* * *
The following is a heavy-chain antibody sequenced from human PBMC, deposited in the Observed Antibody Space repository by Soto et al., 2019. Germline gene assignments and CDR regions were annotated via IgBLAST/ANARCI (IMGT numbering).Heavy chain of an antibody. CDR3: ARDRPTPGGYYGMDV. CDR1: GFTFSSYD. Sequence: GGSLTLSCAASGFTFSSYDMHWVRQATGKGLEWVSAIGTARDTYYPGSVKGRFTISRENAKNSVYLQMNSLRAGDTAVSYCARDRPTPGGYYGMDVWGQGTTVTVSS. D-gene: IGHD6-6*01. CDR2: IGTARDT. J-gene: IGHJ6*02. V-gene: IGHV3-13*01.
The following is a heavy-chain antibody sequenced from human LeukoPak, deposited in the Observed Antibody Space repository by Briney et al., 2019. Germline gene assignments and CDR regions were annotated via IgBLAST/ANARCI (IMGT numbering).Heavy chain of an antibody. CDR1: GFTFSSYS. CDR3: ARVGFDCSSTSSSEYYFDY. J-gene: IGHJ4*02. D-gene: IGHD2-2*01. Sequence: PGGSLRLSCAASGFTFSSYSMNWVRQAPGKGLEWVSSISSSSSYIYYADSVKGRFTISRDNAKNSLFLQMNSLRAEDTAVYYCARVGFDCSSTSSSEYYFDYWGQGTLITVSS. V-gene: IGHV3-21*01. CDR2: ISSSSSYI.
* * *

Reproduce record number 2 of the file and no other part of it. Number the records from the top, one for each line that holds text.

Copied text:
The following is a heavy-chain antibody sequenced from human LeukoPak, deposited in the Observed Antibody Space repository by Briney et al., 2019. Germline gene assignments and CDR regions were annotated via IgBLAST/ANARCI (IMGT numbering).Heavy chain of an antibody. CDR1: GFTFSSYS. CDR3: ARVGFDCSSTSSSEYYFDY. J-gene: IGHJ4*02. D-gene: IGHD2-2*01. Sequence: PGGSLRLSCAASGFTFSSYSMNWVRQAPGKGLEWVSSISSSSSYIYYADSVKGRFTISRDNAKNSLFLQMNSLRAEDTAVYYCARVGFDCSSTSSSEYYFDYWGQGTLITVSS. V-gene: IGHV3-21*01. CDR2: ISSSSSYI.